LANE: National Cabinet's meeting today, it'll discuss mandatory vaccination for workers in the disability sector. Are all governments in favour of this? Is anyone pushing back?
PRIME MINISTER: Well, they agreed to [aged care worker vaccinations], but they haven't done it. And I'm somewhat frustrated about that. And I believe we'll see the overwhelming number of states actually follow through on that. I mean, the reasonable point that was made by states is that the Commonwealth Government will need to be taking the lead on compliance with that. And we will. And I've written to Premiers to assure them of that. So it's important that the most effective way to do this is state public health orders. That's what, that's what was being used for flu vaccinations. And in the past, that is the most effective way to do this. And so we're seeking their cooperation to follow through on the National Cabinet agreement that this be done on the advice of the AHPPC, the medical expert panel. This needs to be done. I've been pursuing this for months.
LANE: Who's resisting?
PRIME MINISTER: I'm not going to go into that today. I'm going to work those issues through National Cabinet. That's where I have those discussions. It's not my practise to get into those sort of tit for tat discussions in public. I deal with the Premiers directly.
LANE: Prime Minister, there are hundreds of Afghans who worked alongside our soldiers who would like to be here in Australia. The former Prime Minister John Howard, says Australia has a moral obligation to bring them here to avoid making the same mistakes that we did with the Vietnam War. What are you doing about fast tracking that process and getting people out, given the Taliban is advancing so quickly?
PRIME MINISTER: We are doing everything we can. And I agree with Prime Minister Howard and in fact we've had over the course, it's been some time now, some 1,400 Afghan workers and their families who work for the ADF. And [inaudible] support to Australia over quite a number of years. And we're also accelerating that process now. Hundreds are in that process right now. We're doing it on the basis of the rules that were set actually in place by the previous Labour government back in 2012. They're the right rules. And we're doing that as fast and as safely as we can. So I absolutely agree with him. And this has a high level of urgency within the Government. And we're moving on that as quickly and as safely as we possibly can. It's obviously an environment which is difficult to operate. And I think people would appreciate that, as it has been, when I was Immigration Minister some years ago, we were involved in exactly the same task and we are applying exactly the same focus.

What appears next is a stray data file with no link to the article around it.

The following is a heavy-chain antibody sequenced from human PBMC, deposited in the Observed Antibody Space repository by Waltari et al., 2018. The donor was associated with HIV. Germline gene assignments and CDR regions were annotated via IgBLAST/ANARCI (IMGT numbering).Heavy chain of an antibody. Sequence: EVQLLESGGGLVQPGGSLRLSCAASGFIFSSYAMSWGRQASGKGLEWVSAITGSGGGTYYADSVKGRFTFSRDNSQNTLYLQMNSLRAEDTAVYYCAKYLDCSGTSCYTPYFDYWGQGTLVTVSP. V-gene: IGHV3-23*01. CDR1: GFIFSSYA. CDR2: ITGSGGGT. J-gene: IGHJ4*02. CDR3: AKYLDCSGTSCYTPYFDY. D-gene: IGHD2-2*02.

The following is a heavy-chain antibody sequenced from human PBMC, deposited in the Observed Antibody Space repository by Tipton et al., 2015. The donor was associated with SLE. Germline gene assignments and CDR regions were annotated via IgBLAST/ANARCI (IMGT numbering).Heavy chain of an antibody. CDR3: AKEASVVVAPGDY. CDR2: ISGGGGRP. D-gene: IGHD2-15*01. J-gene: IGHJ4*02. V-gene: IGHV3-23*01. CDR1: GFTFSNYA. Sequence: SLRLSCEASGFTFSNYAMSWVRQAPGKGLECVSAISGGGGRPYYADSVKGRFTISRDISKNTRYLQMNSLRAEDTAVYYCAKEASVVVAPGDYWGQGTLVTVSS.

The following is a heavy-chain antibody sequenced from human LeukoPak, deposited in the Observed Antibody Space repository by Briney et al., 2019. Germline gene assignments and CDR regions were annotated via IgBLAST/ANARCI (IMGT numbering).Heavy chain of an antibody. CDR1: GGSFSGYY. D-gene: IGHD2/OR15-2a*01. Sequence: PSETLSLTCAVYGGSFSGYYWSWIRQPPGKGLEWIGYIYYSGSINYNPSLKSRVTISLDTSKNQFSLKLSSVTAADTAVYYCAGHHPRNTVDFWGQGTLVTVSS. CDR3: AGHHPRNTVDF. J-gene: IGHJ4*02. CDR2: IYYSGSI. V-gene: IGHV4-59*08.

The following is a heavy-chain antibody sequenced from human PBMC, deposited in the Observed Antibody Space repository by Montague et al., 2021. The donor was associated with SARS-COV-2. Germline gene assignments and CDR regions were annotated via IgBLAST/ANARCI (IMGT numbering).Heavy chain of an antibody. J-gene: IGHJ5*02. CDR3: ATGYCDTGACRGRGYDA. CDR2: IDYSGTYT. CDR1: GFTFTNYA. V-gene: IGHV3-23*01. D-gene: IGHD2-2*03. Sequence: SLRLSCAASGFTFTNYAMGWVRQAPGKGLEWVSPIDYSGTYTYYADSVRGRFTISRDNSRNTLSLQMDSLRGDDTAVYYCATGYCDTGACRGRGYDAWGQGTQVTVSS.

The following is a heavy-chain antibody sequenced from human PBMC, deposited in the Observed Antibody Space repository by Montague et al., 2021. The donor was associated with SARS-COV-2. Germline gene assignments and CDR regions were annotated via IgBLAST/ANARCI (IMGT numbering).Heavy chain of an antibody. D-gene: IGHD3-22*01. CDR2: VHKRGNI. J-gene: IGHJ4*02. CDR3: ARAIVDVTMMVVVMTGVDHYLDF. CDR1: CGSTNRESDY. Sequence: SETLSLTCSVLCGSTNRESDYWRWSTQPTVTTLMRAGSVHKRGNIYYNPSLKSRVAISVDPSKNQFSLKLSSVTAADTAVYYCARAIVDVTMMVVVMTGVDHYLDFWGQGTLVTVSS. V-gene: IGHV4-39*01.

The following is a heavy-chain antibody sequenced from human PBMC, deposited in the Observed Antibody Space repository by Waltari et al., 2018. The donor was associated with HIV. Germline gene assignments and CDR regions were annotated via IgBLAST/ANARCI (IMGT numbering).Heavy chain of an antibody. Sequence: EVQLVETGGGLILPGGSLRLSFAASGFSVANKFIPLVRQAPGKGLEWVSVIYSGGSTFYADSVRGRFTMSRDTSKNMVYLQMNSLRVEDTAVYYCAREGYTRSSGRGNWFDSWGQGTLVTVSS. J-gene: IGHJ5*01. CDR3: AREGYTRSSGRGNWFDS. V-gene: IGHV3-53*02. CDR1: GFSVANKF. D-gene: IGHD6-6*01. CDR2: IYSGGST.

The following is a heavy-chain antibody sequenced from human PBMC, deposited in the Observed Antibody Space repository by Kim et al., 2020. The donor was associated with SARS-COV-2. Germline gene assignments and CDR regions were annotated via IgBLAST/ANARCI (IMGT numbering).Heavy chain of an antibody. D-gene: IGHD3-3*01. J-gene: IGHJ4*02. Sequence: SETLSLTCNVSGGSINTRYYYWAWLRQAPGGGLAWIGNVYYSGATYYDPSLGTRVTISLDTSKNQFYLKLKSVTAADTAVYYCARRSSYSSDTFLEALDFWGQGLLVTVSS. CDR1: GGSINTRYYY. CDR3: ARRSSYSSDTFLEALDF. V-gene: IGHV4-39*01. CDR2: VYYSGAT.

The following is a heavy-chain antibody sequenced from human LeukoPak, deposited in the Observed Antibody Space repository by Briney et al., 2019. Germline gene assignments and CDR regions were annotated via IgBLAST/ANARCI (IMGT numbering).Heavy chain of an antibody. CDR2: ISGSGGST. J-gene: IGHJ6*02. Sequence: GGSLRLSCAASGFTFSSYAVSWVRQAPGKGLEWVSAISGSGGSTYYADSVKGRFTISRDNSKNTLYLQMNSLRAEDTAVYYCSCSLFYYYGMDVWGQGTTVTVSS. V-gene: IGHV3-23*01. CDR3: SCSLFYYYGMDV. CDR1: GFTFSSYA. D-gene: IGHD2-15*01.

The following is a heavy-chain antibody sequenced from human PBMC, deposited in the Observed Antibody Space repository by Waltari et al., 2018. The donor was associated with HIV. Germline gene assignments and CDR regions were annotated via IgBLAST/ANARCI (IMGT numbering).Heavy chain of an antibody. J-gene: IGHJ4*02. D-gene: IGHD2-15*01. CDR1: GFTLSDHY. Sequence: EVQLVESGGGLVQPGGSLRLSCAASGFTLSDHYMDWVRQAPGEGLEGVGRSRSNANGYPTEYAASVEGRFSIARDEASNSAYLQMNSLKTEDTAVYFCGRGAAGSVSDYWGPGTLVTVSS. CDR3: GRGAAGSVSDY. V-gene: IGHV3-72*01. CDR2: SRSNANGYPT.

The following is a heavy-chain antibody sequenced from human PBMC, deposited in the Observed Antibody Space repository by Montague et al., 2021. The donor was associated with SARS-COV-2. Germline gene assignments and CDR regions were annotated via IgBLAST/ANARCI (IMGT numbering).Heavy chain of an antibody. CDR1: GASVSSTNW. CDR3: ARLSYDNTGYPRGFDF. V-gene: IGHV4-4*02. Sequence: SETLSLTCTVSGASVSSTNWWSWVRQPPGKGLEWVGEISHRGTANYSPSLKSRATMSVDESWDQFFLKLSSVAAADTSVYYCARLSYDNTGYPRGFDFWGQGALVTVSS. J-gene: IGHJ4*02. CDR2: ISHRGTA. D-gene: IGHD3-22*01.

LANE: Some requests have been rejected on technicalities on the basis that some people had been subcontracted and therefore were not directly employed. Is that a technicality that, you know, ultimately it's a life and death thing here?
PRIME MINISTER: Well, there are two streams, there's the employee stream, and then there's also the normal humanitarian visa stream and we work through both channels and the rules around contracting and those, they are exactly the rules that Chris Bowen put in when he was Immigration Minister. And so we've been following those rules and that's why we've bought 4,500 people already and to granting visas and certifying them over the course of what has been a long and arduous conflict in Afghanistan. So we're applying those rules. There are other channels that are also available. And we're, I absolutely agree that this is urgent. And that's what the Ministers have been tasked with and Departments. And they're doing that as safely and quickly as possible.
LANE: Prime Minister, thanks for your time this morning.
PRIME MINISTER: Thanks very much, Sabra.